Before the oversized hype of Guitar Hero and the sequels that were to follow, music games were not really a concept for the Playstation system. The only major outlet for music on a gaming system was within the game itself, such as a blockbuster game like Grand Theft Auto III. But in 2001, a company called Harmonix Music System changed the music gaming forever with a game called Frequency. This extremely visually wild game takes you through 3-D tunnel Drums, Synth, FX, Scratch, Bass, Guitar, and Axe instruments. As the music starts, there are indicators that show up in the random tracks that show you
when to press the buttons on the controller. As you get them in order, you start to build a bonus to raise your score even higher.

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Brad Feingold Brad Feingold (118 Posts)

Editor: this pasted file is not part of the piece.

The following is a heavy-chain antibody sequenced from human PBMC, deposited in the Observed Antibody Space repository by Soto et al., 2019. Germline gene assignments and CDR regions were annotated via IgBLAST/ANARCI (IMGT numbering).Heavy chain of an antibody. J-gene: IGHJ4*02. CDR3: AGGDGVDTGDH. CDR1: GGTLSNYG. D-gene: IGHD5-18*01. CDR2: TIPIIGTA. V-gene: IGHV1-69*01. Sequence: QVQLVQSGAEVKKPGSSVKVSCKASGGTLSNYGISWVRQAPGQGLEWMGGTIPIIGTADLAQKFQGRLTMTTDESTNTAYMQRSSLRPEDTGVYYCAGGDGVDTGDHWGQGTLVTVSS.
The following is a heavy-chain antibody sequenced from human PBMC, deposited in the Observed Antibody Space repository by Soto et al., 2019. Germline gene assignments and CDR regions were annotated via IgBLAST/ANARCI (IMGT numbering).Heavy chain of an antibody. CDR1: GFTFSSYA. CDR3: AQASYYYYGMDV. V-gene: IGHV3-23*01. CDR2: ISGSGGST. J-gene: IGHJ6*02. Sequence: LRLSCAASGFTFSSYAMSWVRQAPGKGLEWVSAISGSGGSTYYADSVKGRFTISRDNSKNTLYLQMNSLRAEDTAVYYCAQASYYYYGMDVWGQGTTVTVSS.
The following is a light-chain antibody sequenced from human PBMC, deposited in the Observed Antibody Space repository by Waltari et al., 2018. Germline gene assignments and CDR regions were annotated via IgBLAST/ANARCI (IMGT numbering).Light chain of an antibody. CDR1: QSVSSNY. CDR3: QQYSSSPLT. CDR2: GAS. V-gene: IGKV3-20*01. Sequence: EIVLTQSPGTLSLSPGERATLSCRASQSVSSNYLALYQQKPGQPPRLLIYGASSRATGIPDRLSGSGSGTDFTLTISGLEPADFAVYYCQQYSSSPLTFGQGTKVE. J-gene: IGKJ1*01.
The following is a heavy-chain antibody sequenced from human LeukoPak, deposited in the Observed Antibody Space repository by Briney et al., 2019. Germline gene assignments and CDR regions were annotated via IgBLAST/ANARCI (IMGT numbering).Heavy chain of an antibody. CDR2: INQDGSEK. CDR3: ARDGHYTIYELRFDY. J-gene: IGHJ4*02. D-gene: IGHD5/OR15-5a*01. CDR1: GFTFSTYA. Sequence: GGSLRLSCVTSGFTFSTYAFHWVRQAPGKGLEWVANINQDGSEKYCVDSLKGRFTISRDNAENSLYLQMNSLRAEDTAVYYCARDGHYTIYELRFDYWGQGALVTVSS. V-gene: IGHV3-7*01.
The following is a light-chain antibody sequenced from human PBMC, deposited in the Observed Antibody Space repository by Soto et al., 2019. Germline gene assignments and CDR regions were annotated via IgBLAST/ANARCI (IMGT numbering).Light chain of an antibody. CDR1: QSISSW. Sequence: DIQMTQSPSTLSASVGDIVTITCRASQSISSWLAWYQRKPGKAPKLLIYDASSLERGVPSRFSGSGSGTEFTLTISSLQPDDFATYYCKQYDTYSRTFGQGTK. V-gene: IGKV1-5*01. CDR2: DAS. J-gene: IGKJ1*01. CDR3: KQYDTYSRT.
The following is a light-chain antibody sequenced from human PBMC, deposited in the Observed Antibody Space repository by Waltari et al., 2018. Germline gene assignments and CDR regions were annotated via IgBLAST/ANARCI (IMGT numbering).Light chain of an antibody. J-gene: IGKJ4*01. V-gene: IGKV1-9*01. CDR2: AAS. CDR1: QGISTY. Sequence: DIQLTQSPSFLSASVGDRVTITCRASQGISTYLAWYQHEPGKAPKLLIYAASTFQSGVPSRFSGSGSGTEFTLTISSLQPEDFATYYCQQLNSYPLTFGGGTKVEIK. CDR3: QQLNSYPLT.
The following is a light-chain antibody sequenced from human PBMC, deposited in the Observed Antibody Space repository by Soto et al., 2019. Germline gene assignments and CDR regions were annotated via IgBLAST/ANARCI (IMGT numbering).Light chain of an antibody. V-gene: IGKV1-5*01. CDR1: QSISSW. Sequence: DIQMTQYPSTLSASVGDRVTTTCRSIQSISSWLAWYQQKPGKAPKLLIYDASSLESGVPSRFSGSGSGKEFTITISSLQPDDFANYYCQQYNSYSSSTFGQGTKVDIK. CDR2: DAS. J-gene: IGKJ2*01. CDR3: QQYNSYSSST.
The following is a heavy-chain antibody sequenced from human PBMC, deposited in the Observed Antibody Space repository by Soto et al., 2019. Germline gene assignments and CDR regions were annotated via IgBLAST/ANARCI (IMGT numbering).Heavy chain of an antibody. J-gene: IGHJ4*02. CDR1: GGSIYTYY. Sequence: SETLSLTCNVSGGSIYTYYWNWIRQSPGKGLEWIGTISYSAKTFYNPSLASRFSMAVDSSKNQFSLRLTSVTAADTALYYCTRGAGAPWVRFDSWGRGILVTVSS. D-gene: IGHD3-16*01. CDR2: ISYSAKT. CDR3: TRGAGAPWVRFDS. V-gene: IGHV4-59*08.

Brad has been a die hard arcade fan ever since he can remember. From the first time he played Space Invaders, to the first time he played Pacman, Brad has always had a love for video games. Hanging out at either the Great American Fun Factory in the mall, or spending the night in front of the glowing games at the local roller rink, he was always thinking about when he can spend the next quarter. He also worked at Babbages, which is now GameStop, for over six years. Mostly because they had a really sweet checkout policy on new products and great discounts. But since he had the Atari 2600, he has never looked back and owned some of the greatest home machines, NES, SNES, GENESIS, Turbo Graphix 16, GameBoy, Game Gear, Lynx, Playsation 1,2,3,4 and Vita, XBOX, Gamecube, and N64...just to name a few. Brad is also a reviewer for Mobile Beat Magazine as well as a freelance videographer, part time disc jockey, performing artist and photographer. But has a true love is for video games and Star Wars, as he is a member of the 501st Central Garrison. His ultimate dream is to own a fully working pinball machine and arcade machine. Difficult to say which one, but a Star Wars one would be nice start.